New Law in England Allows for Easier House Additions

Craving a sunroom to help stave off the winter blues or an annex to accommodate baby No. 3?

If you own a house in England, then you can now proceed without the red tape of local planning permission, according to new rules the U.K.’s Ministry of Housing announced over the weekend.

The law enacted on Saturday allows owners of detached houses to build a single-story addition of up to 8 meters (26.2 feet) in length from the back of the home without going through a full planning application—a process that can take two months or more—according to a news release about the changes. The new rule gives owners of terraced houses and semi-detached homes a little less leeway, allowing for an extension up to 6 meters (19.68 feet).

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“This is part of a package of reforms to build more, better, faster and make the housing market work,” said Housing Minister Kit Malthouse in a statement about the changes. He added that it was part of a package of housing reforms that aim to rev up new development and reach 300,000 new homes per year by 2020.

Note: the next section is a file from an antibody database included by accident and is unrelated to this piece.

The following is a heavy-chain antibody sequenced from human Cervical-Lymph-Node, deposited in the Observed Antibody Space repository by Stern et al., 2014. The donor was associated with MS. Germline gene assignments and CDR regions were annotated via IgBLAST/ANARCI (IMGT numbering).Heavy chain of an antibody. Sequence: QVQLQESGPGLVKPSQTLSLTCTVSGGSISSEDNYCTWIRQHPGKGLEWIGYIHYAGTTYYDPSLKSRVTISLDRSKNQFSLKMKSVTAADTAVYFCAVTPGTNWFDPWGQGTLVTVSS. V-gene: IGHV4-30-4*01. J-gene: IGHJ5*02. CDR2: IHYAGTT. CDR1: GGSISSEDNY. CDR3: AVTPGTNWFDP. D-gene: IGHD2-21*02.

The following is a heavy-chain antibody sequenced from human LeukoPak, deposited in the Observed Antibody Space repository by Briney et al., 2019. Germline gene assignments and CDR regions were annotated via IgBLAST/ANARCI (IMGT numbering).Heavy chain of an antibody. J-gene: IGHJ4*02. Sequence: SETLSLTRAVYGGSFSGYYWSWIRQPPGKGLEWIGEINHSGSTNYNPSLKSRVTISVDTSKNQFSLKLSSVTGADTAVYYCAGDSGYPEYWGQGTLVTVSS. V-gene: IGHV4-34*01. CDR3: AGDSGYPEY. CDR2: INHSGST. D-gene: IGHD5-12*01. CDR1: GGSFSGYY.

“These measures will help families extend their properties without battling through time-consuming red tape,” he added.

The convoluted and drawn-out approvals process has led some overconfident homeowners to forge ahead without permission—often to their own detriment.

Singer Ed Sheeran has run up against a district council in Suffolk on multiple occasions in his attempts to build on and remodel his sprawling country home. For instance, the board denied his request in 2018 to build a chapel on the property, according to planning records, and reportedly demanded that he remove a large sign he’d hung on the barn reportedly in dedication to his wife.

In April, he applied for formal permission to hang the sign on the barn and is still awaiting approval, planning records show.

The eased construction rules might not allow for a chapel, but they do make building an additional bedroom or sunroom easier for thousands of English homeowners.

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Lawmakers have been testing the relaxed building rules since 2013, when they temporarily allowed for small additions without planning approvals. Since 2014, roughly 110,000 extensions were built under the relaxed rules, according to the Housing Ministry.

The new law makes those temporary rules permanent.

Nearby residents will still have a say under the new laws, which force an addition to undergo formal planning permissions if a neighbor objects.


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